The 2.38-mile permanent road course just outside Birmingham, Alabama, per those stories, will play host to Alonso as he reportedly tests with IndyCar’s Andretti Autosport team and Honda.

Honda Performance Development (HPD) President Art St. Cyr issued a statement late Thursday afternoon about Alonso’s reported upcoming test:

“Fernando Alonso is one of the premier racing drivers of this generation, and we very much enjoyed working with him at the 2017 Indianapolis 500.

“He has shown that he can be very competitive right off the bat, and it would be great for IndyCar if he were to decide to drive here full-time after his F1 career. Having Alonso as a driver would be an obvious benefit for any team or manufacturer.”

However, St. Cyr’s statement also included a reference to Honda potentially not being able to field a new engine for Alonso in the IndyCar series in 2019.

“Our engine lease agreements are made between HPD and specific teams,” St. Cyr’s statement said. “Several of our current IndyCar Series teams already have agreements in place with HPD for the 2019 season, and we have been operating near maximum capacity all year long to properly provide powerful, reliable engines for all of our teams.

“We have had discussions with several current and potential teams for 2019, and those discussions are ongoing.”

Rumors of Alonso potentially racing for a hybrid operation that would include Andretti Autosport, McLaren and Harding Racing have been picking up speed. But there’s one potential major hurdle: Harding’s Dallara’s are powered by Chevrolet engines.

Alonso announced earlier this week that he’d be retiring from Formula One at season’s end, saying he’s looking forward to new adventures.

Because of his loyalty to McLaren, it’s increasingly looking as if Alonso comes to IndyCar, McLaren will have some involvement – although perhaps not as much as it potentially could do if it went all-in with a full-time effort immediately in 2019.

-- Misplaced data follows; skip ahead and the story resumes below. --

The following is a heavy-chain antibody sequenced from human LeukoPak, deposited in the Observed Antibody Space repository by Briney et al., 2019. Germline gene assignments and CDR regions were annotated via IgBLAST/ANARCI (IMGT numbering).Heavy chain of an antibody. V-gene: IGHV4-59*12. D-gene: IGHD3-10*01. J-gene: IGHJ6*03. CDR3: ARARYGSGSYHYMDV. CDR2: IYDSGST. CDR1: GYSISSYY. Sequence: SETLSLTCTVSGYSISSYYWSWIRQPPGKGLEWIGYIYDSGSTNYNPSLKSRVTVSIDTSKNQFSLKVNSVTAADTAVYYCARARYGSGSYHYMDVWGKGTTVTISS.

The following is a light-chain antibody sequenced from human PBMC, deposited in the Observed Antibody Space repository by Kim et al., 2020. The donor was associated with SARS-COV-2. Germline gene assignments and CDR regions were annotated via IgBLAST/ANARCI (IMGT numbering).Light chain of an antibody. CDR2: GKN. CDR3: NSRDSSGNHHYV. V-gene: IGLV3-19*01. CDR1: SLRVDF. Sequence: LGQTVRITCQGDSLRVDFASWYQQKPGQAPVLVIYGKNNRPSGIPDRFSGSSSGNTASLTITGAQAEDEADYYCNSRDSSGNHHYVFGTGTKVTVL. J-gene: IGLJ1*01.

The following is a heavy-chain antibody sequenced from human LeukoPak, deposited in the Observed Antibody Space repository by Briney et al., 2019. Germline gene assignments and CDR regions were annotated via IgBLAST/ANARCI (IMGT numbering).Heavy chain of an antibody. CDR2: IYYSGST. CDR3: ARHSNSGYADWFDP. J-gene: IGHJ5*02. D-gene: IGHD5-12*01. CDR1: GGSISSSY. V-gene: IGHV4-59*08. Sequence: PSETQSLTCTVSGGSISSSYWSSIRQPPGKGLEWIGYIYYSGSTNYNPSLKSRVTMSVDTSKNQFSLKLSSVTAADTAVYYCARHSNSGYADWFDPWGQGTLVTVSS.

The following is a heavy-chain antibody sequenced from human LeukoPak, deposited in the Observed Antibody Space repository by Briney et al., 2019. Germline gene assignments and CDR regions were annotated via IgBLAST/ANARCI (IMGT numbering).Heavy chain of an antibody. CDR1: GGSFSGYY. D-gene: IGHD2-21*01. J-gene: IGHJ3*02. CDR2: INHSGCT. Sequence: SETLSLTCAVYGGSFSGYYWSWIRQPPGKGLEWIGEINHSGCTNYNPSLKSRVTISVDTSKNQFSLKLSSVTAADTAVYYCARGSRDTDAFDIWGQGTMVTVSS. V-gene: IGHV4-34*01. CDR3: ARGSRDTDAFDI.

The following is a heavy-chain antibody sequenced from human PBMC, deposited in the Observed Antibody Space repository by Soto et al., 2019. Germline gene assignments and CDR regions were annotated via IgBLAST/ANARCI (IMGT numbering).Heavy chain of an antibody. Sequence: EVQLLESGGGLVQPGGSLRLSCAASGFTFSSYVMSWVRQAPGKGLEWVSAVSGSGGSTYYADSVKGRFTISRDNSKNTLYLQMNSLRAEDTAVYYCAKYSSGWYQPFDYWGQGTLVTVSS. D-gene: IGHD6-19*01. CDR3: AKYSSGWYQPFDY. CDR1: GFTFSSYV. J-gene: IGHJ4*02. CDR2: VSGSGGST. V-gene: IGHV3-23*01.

There is no word whether Chevrolet or Harding Racing could potentially be on hand at the Sept. 5 test at BMP, even in just an observation role.

Since being part of the winning team at the 24 Hours of Le Mans in June, Alonso’s desire to become only the second driver to win motorsport’s triple crown – the Monaco Grand Prix, Le Mans and the Indianapolis 500 – has increased exponentially.

He’s already won the first two; just a Indy 500 triumph remains on his bucket list.

The late Graham Hill is the only driver to have accomplished the triple crown feat to date.

Alonso, who turned 37 on July 29, has made just one prior IndyCar start, in the 2017 Indianapolis 500. He led 27 laps of the 200-lap event and appeared to have a car strong enough to win before it suffered engine failure with 21 laps remaining.

Instead of what likely could have been a top-five finish, if not a win, Alonso’s first foray into IndyCar racing ended disappointingly with a 24th-place finish.

In addition to being courted by IndyCar, NASCAR has also jumped into the Alonso sweepstakes, saying he’d be welcome to race in the 2019 Daytona 500.

Follow @JerryBonkowski